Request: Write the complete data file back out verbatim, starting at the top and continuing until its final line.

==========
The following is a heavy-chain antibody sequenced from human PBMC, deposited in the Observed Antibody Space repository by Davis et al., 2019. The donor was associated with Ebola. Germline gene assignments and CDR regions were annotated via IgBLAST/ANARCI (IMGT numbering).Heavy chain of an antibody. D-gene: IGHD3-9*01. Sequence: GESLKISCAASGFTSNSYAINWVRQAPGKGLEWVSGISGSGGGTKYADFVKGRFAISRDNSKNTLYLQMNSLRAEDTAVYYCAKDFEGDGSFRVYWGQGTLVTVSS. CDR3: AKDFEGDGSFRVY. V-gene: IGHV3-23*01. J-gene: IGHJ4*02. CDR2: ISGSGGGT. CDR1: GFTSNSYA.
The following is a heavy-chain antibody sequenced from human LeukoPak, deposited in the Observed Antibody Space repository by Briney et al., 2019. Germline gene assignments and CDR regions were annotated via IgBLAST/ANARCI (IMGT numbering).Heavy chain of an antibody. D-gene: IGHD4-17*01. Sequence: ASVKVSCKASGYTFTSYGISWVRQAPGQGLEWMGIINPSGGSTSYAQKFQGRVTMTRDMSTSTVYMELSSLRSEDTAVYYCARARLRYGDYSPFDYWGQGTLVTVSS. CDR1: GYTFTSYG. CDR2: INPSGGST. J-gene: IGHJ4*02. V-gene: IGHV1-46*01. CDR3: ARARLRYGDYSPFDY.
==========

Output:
The following is a heavy-chain antibody sequenced from human PBMC, deposited in the Observed Antibody Space repository by Davis et al., 2019. The donor was associated with Ebola. Germline gene assignments and CDR regions were annotated via IgBLAST/ANARCI (IMGT numbering).Heavy chain of an antibody. D-gene: IGHD3-9*01. Sequence: GESLKISCAASGFTSNSYAINWVRQAPGKGLEWVSGISGSGGGTKYADFVKGRFAISRDNSKNTLYLQMNSLRAEDTAVYYCAKDFEGDGSFRVYWGQGTLVTVSS. CDR3: AKDFEGDGSFRVY. V-gene: IGHV3-23*01. J-gene: IGHJ4*02. CDR2: ISGSGGGT. CDR1: GFTSNSYA.
The following is a heavy-chain antibody sequenced from human LeukoPak, deposited in the Observed Antibody Space repository by Briney et al., 2019. Germline gene assignments and CDR regions were annotated via IgBLAST/ANARCI (IMGT numbering).Heavy chain of an antibody. D-gene: IGHD4-17*01. Sequence: ASVKVSCKASGYTFTSYGISWVRQAPGQGLEWMGIINPSGGSTSYAQKFQGRVTMTRDMSTSTVYMELSSLRSEDTAVYYCARARLRYGDYSPFDYWGQGTLVTVSS. CDR1: GYTFTSYG. CDR2: INPSGGST. J-gene: IGHJ4*02. V-gene: IGHV1-46*01. CDR3: ARARLRYGDYSPFDY.